“Recycled Music” and Copyright


Recently, internationally recognized music icon, Will.i.Am has caught some attention for something other than his music; he has found himself in the middle of a copyright dispute.  Local musician Matt Gonzales says, “music in general has been recycled for years,” however he also believes that there are some instances in which borrowing music can be problematic. For instance, “If you take something and make it your own and say it’s your own then I would find a problem with that.”

Copyright is more than the © icon that you see in many places including websites, books and CD’s. Copyright is the protection of published and unpublished work that you have created through any concrete form of expression. Gonzales is not only a local musician who has registered his own songs in the past. He is also a promoter, technician and producer. To him, copyright “just means being able to protect your creations, your artistic creations. Whether that be music or art or anything like that.” In his opinion what you are protecting your work from is others who could potentially make large amounts of money off of it or claim it as their own.

Arty and Mat Zo of the record label Anjunabeats have accused Will.i.Am of using their song “Rebound” on the song “Let’s Go” which features Chris Brown. Gonzales admits to sampling music himself, but always giving credit where it is due. “Everyone’s gonna sample, I do a lot of sampling stuff with music and I see no problem with this just because your getting the music out there, I mean, as long as you credit it.” In a statement released by Anjunabeats this past week, one of the claims that they make is that while Arty was “credited in the sleeve notes,” Mat Zo was not. The statement goes on to make clear that giving credit “is not the same as obtaining permission.” Gonzales believes that “If you’re making serious money off of it, then hey, let’s talk about maybe giving a percentage to the artist.”

According to the Huffington Post, in the past rock stars such as John Lennon, Led Zeppelin and Radiohead are a few of those on their list of ten prominent artist who have been accused of copyright infringement.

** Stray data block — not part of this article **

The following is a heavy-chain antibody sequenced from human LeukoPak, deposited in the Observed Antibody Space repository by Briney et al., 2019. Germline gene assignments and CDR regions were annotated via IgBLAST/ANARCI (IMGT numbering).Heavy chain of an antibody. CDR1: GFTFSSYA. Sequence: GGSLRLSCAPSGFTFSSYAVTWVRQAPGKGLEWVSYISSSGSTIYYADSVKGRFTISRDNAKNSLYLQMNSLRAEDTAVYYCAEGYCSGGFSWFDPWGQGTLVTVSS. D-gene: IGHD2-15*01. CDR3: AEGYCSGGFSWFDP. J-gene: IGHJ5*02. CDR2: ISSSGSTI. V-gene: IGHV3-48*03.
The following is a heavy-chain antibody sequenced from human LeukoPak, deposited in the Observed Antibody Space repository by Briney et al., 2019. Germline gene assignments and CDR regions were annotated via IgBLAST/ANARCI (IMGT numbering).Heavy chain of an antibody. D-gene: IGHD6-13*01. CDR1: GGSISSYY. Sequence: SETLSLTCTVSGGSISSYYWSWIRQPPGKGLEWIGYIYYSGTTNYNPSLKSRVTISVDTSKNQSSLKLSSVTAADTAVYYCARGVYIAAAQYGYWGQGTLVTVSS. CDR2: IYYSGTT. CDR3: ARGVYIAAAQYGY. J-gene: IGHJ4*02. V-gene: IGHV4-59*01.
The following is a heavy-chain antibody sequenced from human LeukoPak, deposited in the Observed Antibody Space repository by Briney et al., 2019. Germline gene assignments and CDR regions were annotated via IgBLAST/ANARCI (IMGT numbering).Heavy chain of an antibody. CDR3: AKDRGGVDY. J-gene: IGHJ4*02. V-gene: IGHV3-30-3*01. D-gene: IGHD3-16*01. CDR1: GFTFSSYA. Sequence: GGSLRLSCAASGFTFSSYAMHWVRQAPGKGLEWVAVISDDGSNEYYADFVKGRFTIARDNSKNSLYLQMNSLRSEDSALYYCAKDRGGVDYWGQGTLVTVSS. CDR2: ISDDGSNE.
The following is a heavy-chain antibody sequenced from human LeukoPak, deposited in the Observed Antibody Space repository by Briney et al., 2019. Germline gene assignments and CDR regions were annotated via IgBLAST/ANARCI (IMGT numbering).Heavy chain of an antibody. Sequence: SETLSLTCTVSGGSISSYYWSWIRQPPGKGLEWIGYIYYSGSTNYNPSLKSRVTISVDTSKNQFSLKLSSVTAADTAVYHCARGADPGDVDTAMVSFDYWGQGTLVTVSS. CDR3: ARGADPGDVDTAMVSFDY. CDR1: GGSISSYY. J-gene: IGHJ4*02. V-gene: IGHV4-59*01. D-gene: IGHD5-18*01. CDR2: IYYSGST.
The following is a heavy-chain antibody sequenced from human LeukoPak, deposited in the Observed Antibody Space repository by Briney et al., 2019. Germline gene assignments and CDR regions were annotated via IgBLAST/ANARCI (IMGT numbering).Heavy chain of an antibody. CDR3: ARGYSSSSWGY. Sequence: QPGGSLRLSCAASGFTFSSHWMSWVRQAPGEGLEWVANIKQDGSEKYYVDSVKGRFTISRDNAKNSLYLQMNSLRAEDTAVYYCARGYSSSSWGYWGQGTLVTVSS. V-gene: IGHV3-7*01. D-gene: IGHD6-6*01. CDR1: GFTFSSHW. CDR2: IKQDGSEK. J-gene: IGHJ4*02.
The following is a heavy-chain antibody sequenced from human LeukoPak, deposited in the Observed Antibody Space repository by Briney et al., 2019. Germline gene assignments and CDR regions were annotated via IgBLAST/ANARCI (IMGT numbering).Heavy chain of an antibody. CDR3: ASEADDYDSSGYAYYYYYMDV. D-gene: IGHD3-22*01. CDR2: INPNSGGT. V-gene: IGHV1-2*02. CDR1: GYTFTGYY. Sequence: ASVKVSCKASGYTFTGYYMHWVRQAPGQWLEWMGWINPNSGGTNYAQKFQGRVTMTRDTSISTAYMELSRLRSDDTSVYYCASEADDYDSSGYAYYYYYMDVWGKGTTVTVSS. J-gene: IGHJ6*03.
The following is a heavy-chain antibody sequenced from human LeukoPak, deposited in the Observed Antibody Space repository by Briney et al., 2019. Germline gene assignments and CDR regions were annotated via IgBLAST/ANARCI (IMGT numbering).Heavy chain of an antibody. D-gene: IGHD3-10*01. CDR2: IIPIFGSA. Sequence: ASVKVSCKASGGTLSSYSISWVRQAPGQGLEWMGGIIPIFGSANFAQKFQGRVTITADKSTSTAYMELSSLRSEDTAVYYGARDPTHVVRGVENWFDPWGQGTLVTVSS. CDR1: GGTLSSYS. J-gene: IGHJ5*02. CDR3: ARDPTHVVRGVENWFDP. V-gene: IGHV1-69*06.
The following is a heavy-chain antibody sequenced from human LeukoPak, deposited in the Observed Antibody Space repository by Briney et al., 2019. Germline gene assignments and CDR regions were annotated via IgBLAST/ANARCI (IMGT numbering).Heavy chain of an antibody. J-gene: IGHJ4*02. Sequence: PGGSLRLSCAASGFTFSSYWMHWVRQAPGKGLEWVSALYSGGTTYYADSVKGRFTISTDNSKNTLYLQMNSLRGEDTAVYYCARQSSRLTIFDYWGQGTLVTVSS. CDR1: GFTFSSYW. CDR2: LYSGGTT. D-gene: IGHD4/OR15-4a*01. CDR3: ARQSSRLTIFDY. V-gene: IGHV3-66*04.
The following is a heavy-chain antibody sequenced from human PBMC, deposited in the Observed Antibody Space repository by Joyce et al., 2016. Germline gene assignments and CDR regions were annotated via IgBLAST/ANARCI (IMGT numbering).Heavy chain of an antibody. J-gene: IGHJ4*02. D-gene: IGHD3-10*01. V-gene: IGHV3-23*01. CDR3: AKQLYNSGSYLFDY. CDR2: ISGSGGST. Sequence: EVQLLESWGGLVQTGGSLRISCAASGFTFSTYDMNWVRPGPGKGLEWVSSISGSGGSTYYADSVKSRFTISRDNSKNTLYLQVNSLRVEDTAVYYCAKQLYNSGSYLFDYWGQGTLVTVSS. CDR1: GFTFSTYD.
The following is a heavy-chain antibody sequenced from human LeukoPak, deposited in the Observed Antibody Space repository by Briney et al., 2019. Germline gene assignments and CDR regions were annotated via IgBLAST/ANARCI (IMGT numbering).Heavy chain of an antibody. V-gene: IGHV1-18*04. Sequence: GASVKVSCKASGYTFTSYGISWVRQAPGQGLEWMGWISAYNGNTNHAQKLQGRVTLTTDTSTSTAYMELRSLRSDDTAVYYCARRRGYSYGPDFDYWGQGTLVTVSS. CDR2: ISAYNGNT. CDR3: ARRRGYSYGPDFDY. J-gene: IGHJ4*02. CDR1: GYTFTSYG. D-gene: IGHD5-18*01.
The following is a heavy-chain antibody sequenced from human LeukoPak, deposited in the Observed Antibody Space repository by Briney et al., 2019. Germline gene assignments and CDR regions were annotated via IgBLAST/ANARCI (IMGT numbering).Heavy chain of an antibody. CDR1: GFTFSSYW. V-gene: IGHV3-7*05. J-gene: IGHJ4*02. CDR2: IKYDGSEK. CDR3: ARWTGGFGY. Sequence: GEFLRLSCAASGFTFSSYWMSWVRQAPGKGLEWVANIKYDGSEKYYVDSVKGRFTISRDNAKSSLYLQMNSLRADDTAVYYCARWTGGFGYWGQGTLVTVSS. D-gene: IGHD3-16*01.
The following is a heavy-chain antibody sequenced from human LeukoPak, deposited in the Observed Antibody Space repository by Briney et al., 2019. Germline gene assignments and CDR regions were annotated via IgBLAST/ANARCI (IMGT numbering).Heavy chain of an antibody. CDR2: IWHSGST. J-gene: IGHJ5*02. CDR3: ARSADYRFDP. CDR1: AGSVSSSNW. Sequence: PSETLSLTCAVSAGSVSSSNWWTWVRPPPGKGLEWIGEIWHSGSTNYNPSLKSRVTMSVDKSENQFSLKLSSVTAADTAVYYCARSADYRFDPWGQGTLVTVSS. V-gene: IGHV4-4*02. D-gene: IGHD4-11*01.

Everyone’s a Critic: How the Opinions and Fair Comment Privileges Protect California Journalists


Vincent Cortez

Oakland, Calif. (April 14, 2013) — Vincent Cortez, local filmmaker checks the IMDb movie rating for his unreleased film The Hush, which has already received negative ratings from unknown reviewers. (Photo: Natalie Rodriguez)

There is an old saying that everyone’s a critic, however, with access to social media and blogging, being a critic may well cost you a defamation lawsuit. The Internet gives you an instant audience that can, and will, both admire and criticize your work, and in some instances your personal life. Bloggers beware; writing statements that could damage a person’s reputation could land you in a lot of legal trouble. In California, journalists are protected from potential defamation lawsuits through several privileges, among them the opinion and fair comment privileges under which you can state opinions about others as long as they cannot be proven true or false. Vincent Cortez, local filmmaker of Mitchell Street Pictures, says, “Defamation can be a concern because that is when it becomes about someone trying to make you, the artist, look bad.”

In February 2008, the San Francisco Chronicle published the article titled “Web 2.0 defamation lawsuits multiply,” in which business reviews on popular websites, such as Yelp and college gossip sites were under fire for statements alleged defamatory reviews and statements. Five years later, in January 2013, a contractor who received a bad review on Yelp filed a $750,000 defamation lawsuit in Fairfax County, VA. Yelp’s Terms of Service specifically warn that the users are responsible for the content that they chose to publish and that they may be exposing themselves to liability if the content “contains material that is false, intentionally misleading, or defamatory.” Those same terms of service include and indemnity release and state, “California law will govern these terms.”

Cortez who currently is experience low ratings on the IMDb page of his unreleased movie, The Hush, comments on how direct access to

information allows for any comment or opinion to be attached to your name and work in search engines. The opinion and fair comment privileges protect online journalist in that the context and the circumstances under which statements are made are taken into account in a legal case of defamation. For example, in the case Global Telemedia International, Inc. v. Doe 1, statements made in a chat room were dismissed as opinion and protected under the privileges because the statements were full of exaggerations and “language not generally found in fact-based documents,” amongst other things.

While the first amendment protects our freedom of speech and the opinion and fair comment privileges make sure that journalist are protected from defamation lawsuits, we should not forget that when we write reviews we do so at our own risk. Cortez tells us that, “negative reviews can turn away potential interest in your project and even potential work for you as an artist.” Opinion and fair comment privileges do not protect against facts with the preface “in my opinion,” nor do they protect from false facts that may be implied.

Infographic created using www.easel.ly by Natalie Rodriguez.

Created on www.easel.ly by Natalie Rodriguez